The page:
John Thomas Scharf.

History of western Maryland. Being a history of Frederick, Montgomery, Carroll, Washington, Allegany, and Garrett counties from the earliest period to the present day; including biographical sketches of their representative men (Volume 2, pt.1) online

. (page 1 of 85)
Online LibraryJohn Thomas ScharfHistory of western Maryland. Being a history of Frederick, Montgomery, Carroll, Washington, Allegany, and Garrett counties from the earliest period to the present day; including biographical sketches of their representative men (Volume 2, pt.1) → online text (page 1 of 85)
Font size
QR-code for this ebook





3 1833 02243 6700

Gc 975.2 Schl7h v. 2 pt . 1
Scharf, J. Thomas 1843-1898.
History of western Maryland

Digitized by the Internet Archive

in 2010 with funding from

Allen County Public Library Genealogy Center

t Y



: ■ lid MONTGOMERY, CARROLL, I 11,11

I V/illllVV.'UL/t M11UI1I1IUI I Llj



;>.n i Dixo


, Jhj t K j& b Hj i% -i A 1 L






HI 1. >. I> !. r.IMI I A:


1 8 8 2.


ight, 188-2, bv Loi.'i.- H- Kvl:i




Carroll County : Introductory — First Settlers — Land
Grants— Erection of County— Bench and Bar— Dis-
' tinguished .Men— County Officer — .School Statistics 7S9

Tan.;; town District, Xo. 1 830

Washington County: General Characters-Agriculture—
;. m. n — Finances — County Created— Soils and Cli-
mate—Laud Grant- and Surveys— Indian Antiquities. 973

Public Officials 9S7

Roads— Bridges— Turnpikes— Stage-Coaches— Mails-
Railroads , 994

Representative Men and Families of Washington County 1011

CHAP T E 11 X L I V.
Hagerstown — The First Settler, Jonathan Eager —
Cresap's Fort — Incorporation or the Town — The First
Officers— Reminiscences— Prominent Events 1067


^Religious Denominations 1076

Bench and Bar of Washington County- The Court- House
—Early Trials and Executions— Jails— Early Court
Notes — Distinguished Judges and Lawyers 1106

Medicine and Physicians 1132


The Press of Hageratown H41


Schools and Libraries 1163

Public Institutions of Hagerstown: Market-House—
Alinshonso— Water- Works —Telegraph— Street-light-
ing — Street-paring 11M


Trade and Industries ol Uagerstown, and Financial In-

stitutions 1170

Miscellaneous Societies ai ' Events...., 1183

CHAPTER L 1 1 1.
Sharpsburg District 1202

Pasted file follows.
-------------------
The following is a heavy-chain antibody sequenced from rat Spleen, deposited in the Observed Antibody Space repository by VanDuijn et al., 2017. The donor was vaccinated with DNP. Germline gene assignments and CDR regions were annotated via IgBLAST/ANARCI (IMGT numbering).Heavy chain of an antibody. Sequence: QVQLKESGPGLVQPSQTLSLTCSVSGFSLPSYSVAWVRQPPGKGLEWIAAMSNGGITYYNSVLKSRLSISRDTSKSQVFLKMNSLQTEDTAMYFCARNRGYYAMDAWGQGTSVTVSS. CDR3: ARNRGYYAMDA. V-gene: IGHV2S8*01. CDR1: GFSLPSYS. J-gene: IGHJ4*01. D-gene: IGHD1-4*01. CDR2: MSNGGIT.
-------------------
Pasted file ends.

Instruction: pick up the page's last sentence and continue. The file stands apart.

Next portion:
C !l A P T E P. L I V.
AH< a- : County : Introductory— Topograph; — Geology
—Cor, Basin and Iron Ores— Clays— Names of Moun-
taii -Mi nufactures of Cumberland 1311


', . Settlements am I Lu ation— First Settlers— County
and Public Buildings— Early Court9 and Offi-
cials— Executions— Political Statistics..... 1342

Religious Denominations— Charitable and Benevolent
Associations— Secret Orders aid Societies... 14)0

Railroads— Leading Industries— Coal Companies— Banks
and Financial Institutions— Prominent Citizens— Ne-
orologj 1426

A)leg»nv County Districts-Orleans District 1457

Qarrett County ar-d Districts 1511


Executive Officer - • '•" l?

Parens or Baltimore '•••"

Governors of Maryland to41

Senators from Man laud IS48

Members of Constitutional Conventions 1548

Mnr7land Judiciary ' ■'

Population of Maryland '••••'

by Counties I



Allegany County Court-House 1301

Alvey, Richard A 11-1

An! ■;■?, C. B., Uo-hl.-Dt-e ant! Mills ...facing 900

Bellevue Asylum

Bi; . , Augustin A


H Charlc. )

-•.. IVifflain..
" ., ' ik'f 8r»'
}:r"-. •■. I i ml. ..

umilioi), Willi


sc, C.

se Bui




II- ■-•.


Mayer, Charles F

McKaig, 'Tbomas J...

M . re, Joseph

N ley, I

,. . . <■: |

Oakland Hotel facing 15S0

r, C.H 1404

. Old Port Frederick 1293

phM 944

Paul. TbbUiaS If fiioin;.- 1 ' ' ••

i. . T.J I6S!

Pern V.. G facing !■■' I

)'.: , W. J 14BS

IVniT, ■:. K;'i» f:.fing 1504

Porter .' M 1473

River and Canal at Williamsport 1221

Hotel facing 1340

Recwb, Andrew " 1308

Rhind, J ihn 1395

Rim-hart, Samuel 1257

!. I Id, •' ■:. ■"•: 1 l f '2l

Roberts, Charle ii facing 81T

Robinson, William 1340

Rogers (' immodore J"lii> 1091

Ri ••;.. - mud, resident of facing 982